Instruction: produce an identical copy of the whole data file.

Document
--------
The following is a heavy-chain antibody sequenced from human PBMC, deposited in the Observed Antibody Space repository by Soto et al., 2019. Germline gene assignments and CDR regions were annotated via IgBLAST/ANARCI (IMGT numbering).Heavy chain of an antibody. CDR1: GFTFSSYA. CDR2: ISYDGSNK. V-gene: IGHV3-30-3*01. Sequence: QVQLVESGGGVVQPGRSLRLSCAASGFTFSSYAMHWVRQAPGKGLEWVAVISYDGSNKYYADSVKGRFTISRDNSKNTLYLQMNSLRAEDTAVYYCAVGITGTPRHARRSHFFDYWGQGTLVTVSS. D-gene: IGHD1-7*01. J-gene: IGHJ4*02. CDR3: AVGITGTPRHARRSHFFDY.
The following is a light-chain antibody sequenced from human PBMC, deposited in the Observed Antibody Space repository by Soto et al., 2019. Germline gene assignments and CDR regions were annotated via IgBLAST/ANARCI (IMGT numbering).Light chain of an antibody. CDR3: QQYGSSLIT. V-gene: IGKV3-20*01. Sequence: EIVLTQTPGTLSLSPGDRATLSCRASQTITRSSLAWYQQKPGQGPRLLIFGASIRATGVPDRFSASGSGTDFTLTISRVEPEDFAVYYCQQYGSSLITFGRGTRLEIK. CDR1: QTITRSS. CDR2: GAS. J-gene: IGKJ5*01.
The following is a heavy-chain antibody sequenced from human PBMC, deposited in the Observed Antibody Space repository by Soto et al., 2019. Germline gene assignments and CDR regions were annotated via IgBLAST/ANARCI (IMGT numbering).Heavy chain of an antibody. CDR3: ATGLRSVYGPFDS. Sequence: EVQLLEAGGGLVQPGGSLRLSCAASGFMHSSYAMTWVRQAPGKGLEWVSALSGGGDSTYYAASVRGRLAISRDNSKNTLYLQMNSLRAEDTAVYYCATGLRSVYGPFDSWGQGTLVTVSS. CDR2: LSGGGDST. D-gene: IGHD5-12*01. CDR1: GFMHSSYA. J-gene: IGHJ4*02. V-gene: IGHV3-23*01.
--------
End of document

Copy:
The following is a heavy-chain antibody sequenced from human PBMC, deposited in the Observed Antibody Space repository by Soto et al., 2019. Germline gene assignments and CDR regions were annotated via IgBLAST/ANARCI (IMGT numbering).Heavy chain of an antibody. CDR1: GFTFSSYA. CDR2: ISYDGSNK. V-gene: IGHV3-30-3*01. Sequence: QVQLVESGGGVVQPGRSLRLSCAASGFTFSSYAMHWVRQAPGKGLEWVAVISYDGSNKYYADSVKGRFTISRDNSKNTLYLQMNSLRAEDTAVYYCAVGITGTPRHARRSHFFDYWGQGTLVTVSS. D-gene: IGHD1-7*01. J-gene: IGHJ4*02. CDR3: AVGITGTPRHARRSHFFDY.
The following is a light-chain antibody sequenced from human PBMC, deposited in the Observed Antibody Space repository by Soto et al., 2019. Germline gene assignments and CDR regions were annotated via IgBLAST/ANARCI (IMGT numbering).Light chain of an antibody. CDR3: QQYGSSLIT. V-gene: IGKV3-20*01. Sequence: EIVLTQTPGTLSLSPGDRATLSCRASQTITRSSLAWYQQKPGQGPRLLIFGASIRATGVPDRFSASGSGTDFTLTISRVEPEDFAVYYCQQYGSSLITFGRGTRLEIK. CDR1: QTITRSS. CDR2: GAS. J-gene: IGKJ5*01.
The following is a heavy-chain antibody sequenced from human PBMC, deposited in the Observed Antibody Space repository by Soto et al., 2019. Germline gene assignments and CDR regions were annotated via IgBLAST/ANARCI (IMGT numbering).Heavy chain of an antibody. CDR3: ATGLRSVYGPFDS. Sequence: EVQLLEAGGGLVQPGGSLRLSCAASGFMHSSYAMTWVRQAPGKGLEWVSALSGGGDSTYYAASVRGRLAISRDNSKNTLYLQMNSLRAEDTAVYYCATGLRSVYGPFDSWGQGTLVTVSS. CDR2: LSGGGDST. D-gene: IGHD5-12*01. CDR1: GFMHSSYA. J-gene: IGHJ4*02. V-gene: IGHV3-23*01.